Some seed types form a very hard shell around the inner embryo that actually germinates. This occurs either naturally or when seeds get old. Even very old seeds can sometimes still germinate if the water can get inside. In order to do this scarification is required.
The purpose of doing this is to soften the outer shell of the seed so that the new sprout has a chance to break through the shell and germinate.
Scarification simply means scratching, weakening or creating slices or notches in the hard outer shell. This can be done either manually or by chemical means. I’ll outline four different methods of doing this, using vinegar, boiling water, sandpaper and the knife.
Supplies required: Vinegar, paring knife, a drinking glass, emery board or fine sandpaper, boiling water
The Knife Method
This one is best to do with larger seeds. Carefully use the paring knife to cut a tiny nick in the side of each seed. Wash the seeds and sow them as the instructions say on the package for that particular seed.
Put the seeds in the drinking glass and add vinegar just to cover the seeds. Stir and let stand for about ten minutes. Then wash the seeds with clean water and sow them as instructed on the package. If you have a UV light or a grow table in your house then that will be the best place to put them to help the seeds come to life.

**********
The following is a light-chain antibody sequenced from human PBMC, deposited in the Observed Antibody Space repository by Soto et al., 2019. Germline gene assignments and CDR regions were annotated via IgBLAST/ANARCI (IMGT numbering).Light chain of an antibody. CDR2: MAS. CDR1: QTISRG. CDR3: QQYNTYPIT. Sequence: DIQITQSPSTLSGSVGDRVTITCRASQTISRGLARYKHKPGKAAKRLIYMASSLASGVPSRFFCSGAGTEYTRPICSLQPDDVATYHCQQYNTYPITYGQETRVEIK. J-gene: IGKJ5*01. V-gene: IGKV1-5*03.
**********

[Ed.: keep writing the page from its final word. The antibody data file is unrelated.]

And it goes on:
Boiling Water Method
This method is simple. Bring a small pot of water to a boil. Add the seeds so that they are all submerged and stir, then leave the seeds there until the water completely cools off. Rinse the seeds, then plant them either outside if it’s appropriate or in planting medium inside under a UV light.
Sandpaper or Emery Board Method
Use the emery board or sandpaper back and forth over the surface of the seeds. If the seeds are large then you can hold the seed and scratch that back and forth but if the seeds are small then use two pieces of sandpaper on them.
The image here is the boiling water method in action. I have about 6 floating seeds out of the approximately 20 seeds in the pot. I think the ones that are floating are probably dead. The seeds you see here are well in excess of ten years old, possibly closer to 15. It’ll be interesting to see if any of them sprout. I’ll update as time does along and let you know how it goes!
Update…the seeds shown here didn’t sprout. They were very,very old and my hopes weren’t high because of their age. We’ll try again next year with some fresh seeds.
Good luck! Let me know if any of these methods worked for you.